Protecting Your Cat’s Food from Insect Infestation: Tips from a Vet

While it’s still fairly warm and our doors to the gardens remain open, an unexpected danger could be lurking in your home, targeting your beloved feline companion. Those annoying insects aren’t only buzzing around your own food, but your cat’s food too. But could this be dangerous for your furry friend?  

Max, from London, experienced this first hand, when he noticed something suspicious in his cat Pan’s food on a summer evening. Max noticed Pan was not eating his food and was being sick often. “I was concerned about my cat Pan not eating, so I took a closer look at his food bowl. There was something that looked like rice in the food. At first, I thought they had started to add rice as an ingredient, so I checked the packet, but didn’t see any rice mentioned in the ingredients.” 

After turning to internet forums, Max had a shock when he quickly realised it wasn’t rice but fly eggs resting on Pan’s food. Max adds; “It seems as though many other pet owners have had similar experiences, as there were endless forums with pictures online that matched how Pan’s food looked. I threw away the food, and the “rice” turned to maggots, confirming my worst suspicions.”  

Dr Matt Spiegle, a veterinarian on platform Vetster, has seen this scenario before. Dr Matt says, “Unlike dogs, who wolf down their food in one go, cats often graze throughout the day. This means we leave their food out, making it vulnerable to pests like flies and ants.” 

“The good news is, if your cat does swallow any fly eggs or pests, they are unlikely to experience any significant illness. Like Pan, they may experience some vomiting. This is a reaction to get the unwelcome visitors out of their digestive tract and usually isn’t an immediate cause for concern.” says Matt, “However, it is always important to rule out any other reasons they might be vomiting. An easy option to do this is to contact a vet online, or via telephone, to do so. This is something we do often at Vetster, and it helps put pet owners’ minds at ease.”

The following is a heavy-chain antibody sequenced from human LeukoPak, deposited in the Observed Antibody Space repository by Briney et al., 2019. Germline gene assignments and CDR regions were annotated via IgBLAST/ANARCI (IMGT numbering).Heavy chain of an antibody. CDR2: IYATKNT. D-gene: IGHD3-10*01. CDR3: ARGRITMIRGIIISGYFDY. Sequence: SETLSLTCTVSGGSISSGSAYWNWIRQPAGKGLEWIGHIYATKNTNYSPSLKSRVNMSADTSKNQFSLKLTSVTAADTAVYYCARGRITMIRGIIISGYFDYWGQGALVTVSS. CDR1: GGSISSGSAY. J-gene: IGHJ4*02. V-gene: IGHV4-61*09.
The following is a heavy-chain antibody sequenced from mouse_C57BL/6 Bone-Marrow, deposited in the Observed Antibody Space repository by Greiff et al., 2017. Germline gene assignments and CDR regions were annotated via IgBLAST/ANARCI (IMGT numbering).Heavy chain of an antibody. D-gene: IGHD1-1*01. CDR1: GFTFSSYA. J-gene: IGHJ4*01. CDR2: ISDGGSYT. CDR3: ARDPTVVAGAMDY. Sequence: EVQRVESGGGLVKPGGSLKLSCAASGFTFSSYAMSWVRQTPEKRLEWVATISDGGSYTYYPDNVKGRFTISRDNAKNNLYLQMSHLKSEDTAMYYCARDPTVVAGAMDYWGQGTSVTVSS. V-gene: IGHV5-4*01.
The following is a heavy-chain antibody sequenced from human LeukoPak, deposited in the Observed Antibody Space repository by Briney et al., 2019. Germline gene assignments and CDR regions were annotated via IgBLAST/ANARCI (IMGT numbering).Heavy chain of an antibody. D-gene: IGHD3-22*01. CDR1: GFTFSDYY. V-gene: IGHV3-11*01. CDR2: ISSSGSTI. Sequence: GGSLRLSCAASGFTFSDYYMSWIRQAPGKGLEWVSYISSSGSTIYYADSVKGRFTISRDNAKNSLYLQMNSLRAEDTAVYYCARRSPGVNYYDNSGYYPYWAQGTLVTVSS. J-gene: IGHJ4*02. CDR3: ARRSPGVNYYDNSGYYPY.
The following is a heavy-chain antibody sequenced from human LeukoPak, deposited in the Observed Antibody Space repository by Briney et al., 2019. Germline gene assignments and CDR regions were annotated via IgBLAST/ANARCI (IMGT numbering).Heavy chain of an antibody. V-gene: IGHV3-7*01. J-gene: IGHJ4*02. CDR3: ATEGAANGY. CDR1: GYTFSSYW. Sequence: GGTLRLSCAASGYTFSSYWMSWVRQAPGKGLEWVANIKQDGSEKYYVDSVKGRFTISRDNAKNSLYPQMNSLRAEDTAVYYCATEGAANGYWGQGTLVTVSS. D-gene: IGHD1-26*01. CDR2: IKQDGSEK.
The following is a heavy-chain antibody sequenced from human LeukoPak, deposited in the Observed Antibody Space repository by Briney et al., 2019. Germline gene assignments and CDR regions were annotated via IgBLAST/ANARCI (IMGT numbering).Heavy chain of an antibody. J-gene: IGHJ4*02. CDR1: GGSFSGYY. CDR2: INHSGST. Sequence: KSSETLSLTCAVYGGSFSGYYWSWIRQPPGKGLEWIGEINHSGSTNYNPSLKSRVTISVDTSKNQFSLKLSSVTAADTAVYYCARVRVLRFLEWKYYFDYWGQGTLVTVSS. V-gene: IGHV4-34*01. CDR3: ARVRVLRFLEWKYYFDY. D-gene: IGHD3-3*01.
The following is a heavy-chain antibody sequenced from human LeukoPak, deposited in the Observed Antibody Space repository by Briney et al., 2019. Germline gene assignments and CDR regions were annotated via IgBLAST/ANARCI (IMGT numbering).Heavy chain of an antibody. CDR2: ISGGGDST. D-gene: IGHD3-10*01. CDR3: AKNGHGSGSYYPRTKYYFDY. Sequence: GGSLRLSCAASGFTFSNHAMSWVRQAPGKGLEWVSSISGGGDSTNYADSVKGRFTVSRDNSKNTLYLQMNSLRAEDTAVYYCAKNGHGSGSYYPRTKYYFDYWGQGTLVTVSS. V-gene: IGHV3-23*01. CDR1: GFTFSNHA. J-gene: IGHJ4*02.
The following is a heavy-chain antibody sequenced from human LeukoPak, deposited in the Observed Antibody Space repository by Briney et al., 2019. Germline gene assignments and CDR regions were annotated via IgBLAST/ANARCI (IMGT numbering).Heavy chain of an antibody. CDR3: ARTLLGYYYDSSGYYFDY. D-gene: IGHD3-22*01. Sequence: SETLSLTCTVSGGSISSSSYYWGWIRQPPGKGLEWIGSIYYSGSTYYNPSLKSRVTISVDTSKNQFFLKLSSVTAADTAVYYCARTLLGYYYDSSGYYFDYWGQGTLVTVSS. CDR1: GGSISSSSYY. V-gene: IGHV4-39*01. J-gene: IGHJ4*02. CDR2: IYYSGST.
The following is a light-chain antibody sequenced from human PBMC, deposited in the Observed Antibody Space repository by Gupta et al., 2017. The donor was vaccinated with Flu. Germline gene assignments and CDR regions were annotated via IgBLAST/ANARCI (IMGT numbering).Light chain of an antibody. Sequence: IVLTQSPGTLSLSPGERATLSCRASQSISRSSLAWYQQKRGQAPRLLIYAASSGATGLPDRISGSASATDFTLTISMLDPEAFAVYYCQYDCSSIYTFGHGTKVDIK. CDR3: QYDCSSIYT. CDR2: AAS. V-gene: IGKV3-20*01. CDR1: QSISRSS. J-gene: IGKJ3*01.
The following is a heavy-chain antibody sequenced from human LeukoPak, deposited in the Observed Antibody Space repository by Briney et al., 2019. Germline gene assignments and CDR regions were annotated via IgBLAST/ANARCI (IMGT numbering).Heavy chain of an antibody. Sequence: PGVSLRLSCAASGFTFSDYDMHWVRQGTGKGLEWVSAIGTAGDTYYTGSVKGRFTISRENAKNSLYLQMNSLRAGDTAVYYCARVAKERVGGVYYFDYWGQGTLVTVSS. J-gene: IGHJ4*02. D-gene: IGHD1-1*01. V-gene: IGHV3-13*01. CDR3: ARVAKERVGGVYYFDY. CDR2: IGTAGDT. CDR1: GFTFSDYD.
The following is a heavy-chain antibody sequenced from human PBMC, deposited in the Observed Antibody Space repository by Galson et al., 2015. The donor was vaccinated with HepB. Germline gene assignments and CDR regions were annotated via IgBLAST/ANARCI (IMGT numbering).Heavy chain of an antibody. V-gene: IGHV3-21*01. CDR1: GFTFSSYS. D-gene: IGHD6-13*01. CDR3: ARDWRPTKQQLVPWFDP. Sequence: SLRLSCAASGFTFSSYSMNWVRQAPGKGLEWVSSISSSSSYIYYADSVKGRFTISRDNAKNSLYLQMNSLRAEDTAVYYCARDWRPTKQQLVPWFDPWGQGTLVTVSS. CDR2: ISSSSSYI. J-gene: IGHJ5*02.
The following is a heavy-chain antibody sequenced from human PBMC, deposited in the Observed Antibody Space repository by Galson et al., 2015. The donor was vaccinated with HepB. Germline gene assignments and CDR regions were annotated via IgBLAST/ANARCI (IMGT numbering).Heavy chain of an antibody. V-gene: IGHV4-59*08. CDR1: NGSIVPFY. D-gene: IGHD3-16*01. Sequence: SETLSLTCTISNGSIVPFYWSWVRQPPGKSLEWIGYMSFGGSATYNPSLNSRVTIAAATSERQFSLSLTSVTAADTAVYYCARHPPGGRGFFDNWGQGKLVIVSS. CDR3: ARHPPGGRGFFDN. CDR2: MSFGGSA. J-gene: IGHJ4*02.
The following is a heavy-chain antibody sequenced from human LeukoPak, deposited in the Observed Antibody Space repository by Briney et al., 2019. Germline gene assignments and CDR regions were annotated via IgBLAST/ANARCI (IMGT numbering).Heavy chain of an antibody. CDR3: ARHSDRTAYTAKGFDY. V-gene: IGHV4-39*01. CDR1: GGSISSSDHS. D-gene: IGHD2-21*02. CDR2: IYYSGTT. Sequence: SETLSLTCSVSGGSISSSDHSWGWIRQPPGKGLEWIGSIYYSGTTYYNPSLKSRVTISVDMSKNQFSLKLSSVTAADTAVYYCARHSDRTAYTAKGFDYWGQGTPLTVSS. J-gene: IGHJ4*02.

Fortunately, there are some things you can do to avoid insects infecting your cat’s food, whilst still enjoying a summer breeze. Dr Matt shares his advice below: 

· Work to your cat’s schedule – If you’re willing to answer to your cat’s beckoning needs, wait for them to tell you when they are hungry and only serve food to them when they “ask” Stay with them until they are finished, and then remove the food from insect reach.

· Keep it sealed – Keep any opened cat food in airtight containers, or covered with cling film, to stop any unwanted insects making a bit for your cat’s feline feasts.

· Consider only leaving out dry food – Insects are less attracted to dry food and biscuits. So, if you need to leave food out for your cat, this is a good option.

· Be on the lookout – If you are leaving your doors and windows open, and have spotted some insects in the house, make sure to double-check your cat’s food before you serve it to them. Know the signs of insect infestation, and if anything looks untoward in your cat’s food, throw it away.

· Consider automated cat feeders – If you are worried about your cat’s dry food too, you could consider an automated feeder that dispenses food only when your cat is nearby 

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